The Cardinal And The Dog

A poem by Robert Browning

Browning wrote this poem in 1842 for Macready’s son, who was ill. He had also written the Pied Piper of Hamelin at the same time.


Crescenzio, the Pope’s Legate at the High Council, Trent,
Year Fifteen hundred twenty-two, March Twenty-five, intent
On writing letters to the Pope till late into the night,
Rose, weary, to refresh himself, and saw a monstrous sight:
(I give mine Author’s very words: he penned, I reindite.)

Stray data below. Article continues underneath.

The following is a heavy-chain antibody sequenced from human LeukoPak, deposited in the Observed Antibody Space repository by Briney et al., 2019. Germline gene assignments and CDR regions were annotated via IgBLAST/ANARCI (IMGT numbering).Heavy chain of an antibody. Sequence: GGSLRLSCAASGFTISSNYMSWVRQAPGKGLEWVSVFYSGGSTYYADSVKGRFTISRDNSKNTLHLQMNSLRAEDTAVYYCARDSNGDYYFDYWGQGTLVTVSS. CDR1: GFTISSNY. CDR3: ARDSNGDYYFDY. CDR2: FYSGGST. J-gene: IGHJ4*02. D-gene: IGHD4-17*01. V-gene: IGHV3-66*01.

A black Dog of vast bigness, eyes flaming, ears that hung
Down to the very ground almost, into the chamber sprung
And made directly for him, and laid himself right under
The table where Crescenzio wrote, who called in fear and wonder
His servants in the ante-room, commanded every one
To look for and find out the beast: but, looking, they found none.

The Cardinal fell melancholy, then sick, soon after died:
And at Verona, as be lay on his death-bed, he cried
Aloud to drive away the Dog that leapt on his bedside.
Heaven keep us Protestants from harm: the rest . . . no ill betide!

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